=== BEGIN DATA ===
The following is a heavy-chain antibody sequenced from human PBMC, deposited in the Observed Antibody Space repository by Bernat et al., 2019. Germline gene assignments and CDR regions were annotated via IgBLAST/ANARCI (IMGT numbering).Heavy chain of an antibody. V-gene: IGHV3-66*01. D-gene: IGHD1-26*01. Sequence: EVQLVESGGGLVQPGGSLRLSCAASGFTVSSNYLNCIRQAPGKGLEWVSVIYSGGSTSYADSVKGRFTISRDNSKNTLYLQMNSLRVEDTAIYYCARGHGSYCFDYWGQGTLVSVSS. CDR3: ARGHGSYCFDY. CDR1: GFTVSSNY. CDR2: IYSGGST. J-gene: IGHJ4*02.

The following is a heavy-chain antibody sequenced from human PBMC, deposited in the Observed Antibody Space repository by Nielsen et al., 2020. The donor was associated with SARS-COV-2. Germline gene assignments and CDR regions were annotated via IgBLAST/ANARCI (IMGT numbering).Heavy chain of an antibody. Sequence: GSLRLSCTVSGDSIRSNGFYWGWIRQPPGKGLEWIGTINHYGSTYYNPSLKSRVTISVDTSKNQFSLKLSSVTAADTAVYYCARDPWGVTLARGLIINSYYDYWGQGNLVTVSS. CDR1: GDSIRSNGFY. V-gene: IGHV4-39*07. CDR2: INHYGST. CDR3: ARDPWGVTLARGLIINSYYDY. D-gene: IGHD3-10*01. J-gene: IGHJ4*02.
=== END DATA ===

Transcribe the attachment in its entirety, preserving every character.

The following is a heavy-chain antibody sequenced from human PBMC, deposited in the Observed Antibody Space repository by Bernat et al., 2019. Germline gene assignments and CDR regions were annotated via IgBLAST/ANARCI (IMGT numbering).Heavy chain of an antibody. V-gene: IGHV3-66*01. D-gene: IGHD1-26*01. Sequence: EVQLVESGGGLVQPGGSLRLSCAASGFTVSSNYLNCIRQAPGKGLEWVSVIYSGGSTSYADSVKGRFTISRDNSKNTLYLQMNSLRVEDTAIYYCARGHGSYCFDYWGQGTLVSVSS. CDR3: ARGHGSYCFDY. CDR1: GFTVSSNY. CDR2: IYSGGST. J-gene: IGHJ4*02.

The following is a heavy-chain antibody sequenced from human PBMC, deposited in the Observed Antibody Space repository by Nielsen et al., 2020. The donor was associated with SARS-COV-2. Germline gene assignments and CDR regions were annotated via IgBLAST/ANARCI (IMGT numbering).Heavy chain of an antibody. Sequence: GSLRLSCTVSGDSIRSNGFYWGWIRQPPGKGLEWIGTINHYGSTYYNPSLKSRVTISVDTSKNQFSLKLSSVTAADTAVYYCARDPWGVTLARGLIINSYYDYWGQGNLVTVSS. CDR1: GDSIRSNGFY. V-gene: IGHV4-39*07. CDR2: INHYGST. CDR3: ARDPWGVTLARGLIINSYYDY. D-gene: IGHD3-10*01. J-gene: IGHJ4*02.